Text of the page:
"Check Engine" light refuses fix

Discussion in 'Prime Main Forum (2017-Current)' started by primecandidate, Mar 7, 2019.

  1. primecandidate

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    Tomorrow I'm taking my 2017 Prime (base model) to the dealership for a fourth time in two months for "check engine" light issues. The last time it required the assistance of Toyota's field engineer. They found an "active grille shutter assembly not operating properly." They replaced that along with a thermistor and the radiator grille assembly. The car was in their shop for two weeks.
    Prior to this, they replaced the thermostat.
    Before that, a water temperature sensor was replaced.
    I don't qualify for my state's "lemon law because the car is more than a year old and has more than 12,000 miles (37k to be precise). But I did ask Toyota to start a review process to see if they would buy it back out of the goodness of their heart. I've lost confidence in the vehicle, needless to say. So far all these issues seem to be covered under a warranty but at some point that comes to an end.
    Anybody had similar problems with their Prime?
     
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  2. bisco

    bisco cookie crumbler

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    that's ridiculous, do they give you a loner?
     
  3. bamike

    bamike Junior Member

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    This car sounds like a lemon. If I was you and I decided to keep the car I would buy toyotacare on it for sure. Check my post history to see the best pricing I got from the dealers I contacted nationwide.

    The better decision once it’s fixed is to sell it or trade it in, if Toyota refuses to buy back. You can also ask Toyota for an incentive towards a new one. Then you can get the federal tax credit twice.
     
  4. primecandidate

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    Yes, thank God. Either a Rav 4 or a Prius 3, so I'm reminded of how much it costs to drive all-gas.
     
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  5. primecandidate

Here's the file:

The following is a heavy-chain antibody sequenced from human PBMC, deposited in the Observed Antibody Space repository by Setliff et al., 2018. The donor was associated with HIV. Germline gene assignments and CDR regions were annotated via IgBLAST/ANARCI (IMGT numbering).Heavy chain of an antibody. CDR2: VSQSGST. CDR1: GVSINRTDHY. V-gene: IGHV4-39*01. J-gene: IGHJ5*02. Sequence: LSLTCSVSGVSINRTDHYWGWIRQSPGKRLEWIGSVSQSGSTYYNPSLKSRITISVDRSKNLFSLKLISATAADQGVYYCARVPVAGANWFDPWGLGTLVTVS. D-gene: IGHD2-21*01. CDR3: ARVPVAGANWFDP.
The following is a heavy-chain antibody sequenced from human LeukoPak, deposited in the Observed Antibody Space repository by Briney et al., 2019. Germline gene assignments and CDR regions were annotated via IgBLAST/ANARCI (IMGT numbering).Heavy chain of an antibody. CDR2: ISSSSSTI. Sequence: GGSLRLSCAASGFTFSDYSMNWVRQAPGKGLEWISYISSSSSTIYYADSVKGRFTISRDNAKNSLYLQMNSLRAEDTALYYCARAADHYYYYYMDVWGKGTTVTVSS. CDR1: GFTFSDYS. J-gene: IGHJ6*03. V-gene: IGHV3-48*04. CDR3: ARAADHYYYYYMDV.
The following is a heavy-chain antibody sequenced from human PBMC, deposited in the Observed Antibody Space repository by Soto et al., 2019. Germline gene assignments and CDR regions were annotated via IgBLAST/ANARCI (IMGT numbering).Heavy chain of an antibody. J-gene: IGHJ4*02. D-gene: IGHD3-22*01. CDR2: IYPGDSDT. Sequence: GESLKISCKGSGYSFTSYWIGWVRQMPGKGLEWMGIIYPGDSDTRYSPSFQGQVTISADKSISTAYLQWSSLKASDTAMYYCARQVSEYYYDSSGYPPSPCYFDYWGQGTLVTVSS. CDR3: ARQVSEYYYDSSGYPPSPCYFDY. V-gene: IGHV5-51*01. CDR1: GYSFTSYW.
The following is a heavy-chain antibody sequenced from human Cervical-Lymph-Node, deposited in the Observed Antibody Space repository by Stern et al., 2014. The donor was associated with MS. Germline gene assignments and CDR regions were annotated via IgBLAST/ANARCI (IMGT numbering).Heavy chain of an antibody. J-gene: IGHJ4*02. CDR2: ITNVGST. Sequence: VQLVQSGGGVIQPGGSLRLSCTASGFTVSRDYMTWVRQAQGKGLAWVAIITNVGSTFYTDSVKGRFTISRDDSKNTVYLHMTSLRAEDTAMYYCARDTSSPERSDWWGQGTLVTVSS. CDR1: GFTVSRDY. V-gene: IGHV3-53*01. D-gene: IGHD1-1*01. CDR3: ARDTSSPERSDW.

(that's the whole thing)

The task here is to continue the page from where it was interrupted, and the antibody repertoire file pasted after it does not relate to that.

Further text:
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    The Prime was a nice gate-way car for me, convincing me my next new car would be an EV. I had hoped the Prime would carry me until either Tesla's Model Y or Rivian's pick-up was available next year. That's still a long 18 months away.
    The other bone I've had to pick with my Prime has been its seating. Namely, how low the car is to the ground. With a bad back (I'm 65) it's made driving with a back brace along with (literally) falling into the seat when I get in the car mandatory. That's why a car that's actually got some elevation, something I have to step up into, appeals to me tremendously now.
     
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  6. bisco

    bisco cookie crumbler

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    Agree with all your sentiments. My next car will likely be more utilitarian, not less, and probably a bev.
    But at 64, I may be running out of time.
     
  7. jb in NE

    jb in NE Senior Member

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    This sounds like one issue that they haven't solved yet, not multiple issues. I would call the regional office of Toyota and tell them that you want some regional engineering attention to solve this issue. The dealership mechanics aren't very skilled at fixing these cars, so the technical solution needs to come from higher up.

    I assume this issue has not made the car undriveable?
     
  8. primecandidate

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    The car's performance doesn't seem to be affected.
    The dealership's been calling the engineers constantly because they're the first to admit, this is way over their head.
     
  9. primecandidate

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    As has happened three times in the past, the day of my appt. or thereabouts, the light mysteriously switches off. Then I have to cancel my appt. until the next time it happens. (Because a loaner car isn't immediately available, I have to wait a few days.) But another three times we've "caught" it in time to have the aforementioned attempts at repairing done.
    Frustrating!
    I'm not sure if the problem's centered around the ICE or whether it's something to do with the temperature management system for the battery or what. Perhaps the "codes" are limited in what they reveal. Maybe they're only picking up data further down the line, so to speak. Who knows?
     
  10. FuelMiser

    FuelMiser Senior Member

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    Perhaps you should google "check engine light." I believe you'll find that it has nothing to do with the "engine." It's triggered by emission system faults. They make the warning light seem ominous so you'll have it looked at. At worst, you are spewing additional contaminants into the environment. That's no reason to ignore it, and I'd let the process play out with Toyota. But don't freak out and think your engine is going to blow up every time the light comes on.
     
  11. primecandidate

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    Thank you. That's helpful to know. I was even thinking of getting one of those devices that reads codes and sends interpreted messages to a smartphone. (FIXD was one I looked at.)
    Maybe I can breathe a bit easier.
     
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